There’s a popular line that I and my friends who are in their mid-30’s often use in a wide variety of contexts. The line goes: “Bring back my 2007.” In 2007 I’d never had thought I’d be saying that. Even though that wasn’t a really prosperous time for a day-old university graduate, we never think of the 90’s in that sense.
For the past year, word design or UX writing solidified itself as a legit part of digital design, namely UI and UX. The request for a clear and concise copy has always been out there and in different periods of time, it reflected the social realms of its time.
“Don’t worry, human intelligence will never be replaced by machines.” That’s what I was told as a freshman foreign languages student at a university. That was the time the concerns about the machine translation taking over the human, first came up. For an honest average playgoer, language is nothing but a set of words put in a specific order based on some (not so) simple rules. Learning languages is a grind. Knowing languages is extremely rewarding.
In 2012, when working as a tech writer at a production company, I made a business trip to one of Henkel’s manufacturing facilities with a task to study their logistical business process formal description and documents. I won’t remember a word from those docs but what I will always remember is what I was later. After doing what I was supposed to, I was taken on a highlight tour all across the facility, including the chemical production site where I saw heavy machinery operating on robotics, long multi-level conveyor bands transporting thousands of bottles of chemicals and I also was let in the control center where all the numerous processes were being operated from.
I’ve been noticing tiny witty words and expressions in user interfaces since I first started using a computer. Having no particular goal, I would just roam around wherever the Windows 95 system would let me. For some reason, it felt like I was interacting with an artificial intelligence that had nothing to deal with a real human being. I was trying to find something no one has ever seen before. And of course, at the time I didn’t think humans wrote all those words. In the age of pre-internet, it was all Unknown…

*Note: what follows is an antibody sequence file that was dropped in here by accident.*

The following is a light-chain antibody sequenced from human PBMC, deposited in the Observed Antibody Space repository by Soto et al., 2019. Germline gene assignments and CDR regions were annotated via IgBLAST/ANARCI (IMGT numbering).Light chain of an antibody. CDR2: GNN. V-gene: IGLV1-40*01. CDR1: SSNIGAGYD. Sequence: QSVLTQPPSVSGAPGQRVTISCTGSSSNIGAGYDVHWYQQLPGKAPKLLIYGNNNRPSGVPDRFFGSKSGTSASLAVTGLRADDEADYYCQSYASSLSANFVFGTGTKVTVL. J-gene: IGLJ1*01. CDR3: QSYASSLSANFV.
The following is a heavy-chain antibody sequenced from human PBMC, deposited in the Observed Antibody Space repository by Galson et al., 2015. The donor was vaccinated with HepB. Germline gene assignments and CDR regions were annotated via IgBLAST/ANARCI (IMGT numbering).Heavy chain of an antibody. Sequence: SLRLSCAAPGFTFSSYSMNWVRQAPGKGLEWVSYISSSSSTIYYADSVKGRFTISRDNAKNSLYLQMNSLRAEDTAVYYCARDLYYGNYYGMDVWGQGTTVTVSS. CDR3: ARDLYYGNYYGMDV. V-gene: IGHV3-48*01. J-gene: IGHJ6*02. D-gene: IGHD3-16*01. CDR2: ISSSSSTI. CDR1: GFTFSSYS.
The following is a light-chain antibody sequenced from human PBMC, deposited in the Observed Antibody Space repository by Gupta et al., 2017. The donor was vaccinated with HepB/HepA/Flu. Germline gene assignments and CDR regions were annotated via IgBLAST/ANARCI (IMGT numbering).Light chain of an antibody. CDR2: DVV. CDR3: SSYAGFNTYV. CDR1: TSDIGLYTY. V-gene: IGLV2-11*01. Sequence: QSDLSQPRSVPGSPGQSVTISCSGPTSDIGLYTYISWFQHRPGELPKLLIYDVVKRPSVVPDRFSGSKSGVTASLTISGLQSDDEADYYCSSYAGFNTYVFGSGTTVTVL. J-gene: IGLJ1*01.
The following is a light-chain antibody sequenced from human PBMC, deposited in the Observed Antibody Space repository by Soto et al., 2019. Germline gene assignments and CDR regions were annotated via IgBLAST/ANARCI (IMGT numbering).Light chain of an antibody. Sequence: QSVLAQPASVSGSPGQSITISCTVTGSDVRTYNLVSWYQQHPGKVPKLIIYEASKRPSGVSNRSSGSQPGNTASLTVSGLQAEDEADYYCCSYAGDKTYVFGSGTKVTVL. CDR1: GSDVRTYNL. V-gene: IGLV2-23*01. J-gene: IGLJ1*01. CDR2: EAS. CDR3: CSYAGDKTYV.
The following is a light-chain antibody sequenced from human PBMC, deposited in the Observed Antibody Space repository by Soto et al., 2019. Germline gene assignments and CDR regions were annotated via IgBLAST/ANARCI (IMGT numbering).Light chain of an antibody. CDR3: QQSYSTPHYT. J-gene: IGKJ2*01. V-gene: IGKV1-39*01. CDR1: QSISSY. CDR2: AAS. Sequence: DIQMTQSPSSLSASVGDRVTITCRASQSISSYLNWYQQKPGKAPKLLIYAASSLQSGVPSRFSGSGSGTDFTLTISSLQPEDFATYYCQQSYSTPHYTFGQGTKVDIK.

A little while ago we started a marketing campaign urging our potential clients to open up about their project ideas and get a free prototype from us in return. The initiative is yet to unleash itself 😬
This year’s Mobile World Congress revealed an impressive set of up-and-coming Android mobile devices that will dictate the pace for application developers for the next couple of years.
When I first started as a writer in Shakuro, I was super excited to finally have a chance to release some of my epistolary creativity that I thought I had in me. After working as a technical writer for quite some time, writing for the web and mobile design, influencing user experience, and contributing to delightful interfaces seemed everything but boring to me.
This morning I stumbled upon a funny story on Instagram, it said: “imagine Instagram was gone. BOOM! You’re not a model anymore”. It’s about the fitness modeling trend that blew up a couple years ago on social media. There’s nothing wrong with being an instagram model or a facebook personality, just like there’s nothing wrong with being a youtuber; you can make a very decent living just doing that.
Have you ever found yourself commuting and suddenly realizing you are driving with your brain on autopilot? Even though you are totally zoned out, you are not driving off a cliff, you obey the traffic law and you are safe. Is it because you’ve gone the same road 10,000 times? Partly so, but also, it’s the way your car and your body work together through a series of interactions and microinteractions.
The 20th century became the most intense technological development period in the history of mankind. The first benefits of the marriage between science and mass production skyrocketed the industrial period of our world.
There are only a few application formats that might compete with social media in exposure and sustainability. Even though the market has been saturated with major players’ products that cover the bulk of user needs, there is always a slot for a wild card of a product that can blow up and shake up the industry.
With 2017 coming to an end, it’s fun to take a look at how things changed this year and see what we can expect from the UI/UX design industry in 2018. In a way, a year-long stretch is too much to keep up with in terms of the ever-changing trends, hype, and technological advances enabling us to even consider perfecting user experience. The pivotal changes might happen out of the blue in design and the beauty of it is you never know what’s next. So if there is UX design in 2018, how will it be any different? Let’s see.
If you are producing something and trying to make your living off of that, the first thing you do is let people know you are out there. At some point, that is not enough and that’s where a beautiful outdoor sign can help. But then, all signs are beautiful and you have to start over again. This was the case in the website industry. What used to be an optional perk, later became a staple, and today it’s a prerequisite.
As an outsourced design and development agency, we take pride in our ability to immediately respond to any type of request we received. At the same time, the logistics of this ability is exhausting and only relies on the dedication of certain individuals.